The saying is true, and a group like Broadcom illustrates it well, even if its astonishing expansion and excellent profitability owe as much to the quality of its management as to the fair winds that have sustained its activity.

Just look at the network equipment manufacturer's track record over the last decade, which has seen a tenfold increase in sales and a thirtyfold increase in free cash flow.

This performance is largely due to its very aggressive acquisition strategy: net of asset disposals, the latter has swallowed up $45 billion over ten years, or three-quarters of the Group's profits.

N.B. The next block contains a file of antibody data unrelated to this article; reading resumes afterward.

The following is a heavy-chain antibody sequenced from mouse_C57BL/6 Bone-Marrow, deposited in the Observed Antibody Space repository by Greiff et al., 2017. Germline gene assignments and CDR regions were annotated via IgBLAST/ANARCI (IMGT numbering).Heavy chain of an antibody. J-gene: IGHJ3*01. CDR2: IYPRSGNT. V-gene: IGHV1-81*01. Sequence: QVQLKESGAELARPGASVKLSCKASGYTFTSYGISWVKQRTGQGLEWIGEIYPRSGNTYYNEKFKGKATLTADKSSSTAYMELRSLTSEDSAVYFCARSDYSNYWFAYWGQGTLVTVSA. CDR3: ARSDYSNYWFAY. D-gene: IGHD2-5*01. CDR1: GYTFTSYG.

As it has also returned exactly the same amount to shareholders through dividends and share buy-backs, the $30 billion "hole" has had to be filled by a comparable increase in debt.

The latter remains sustainable, but cannot be pushed to a higher level. It's a safe bet, therefore, that management over the next decade will be less aggressive than over the last.

At the end of the cycle, Broadcom shares are trading at x25 cash earnings. Yesterday, the group published good annual results, but they show that, excluding acquisitions, its growth rate is much more modest.

So it's hard to get enthusiastic about its current valuation multiples.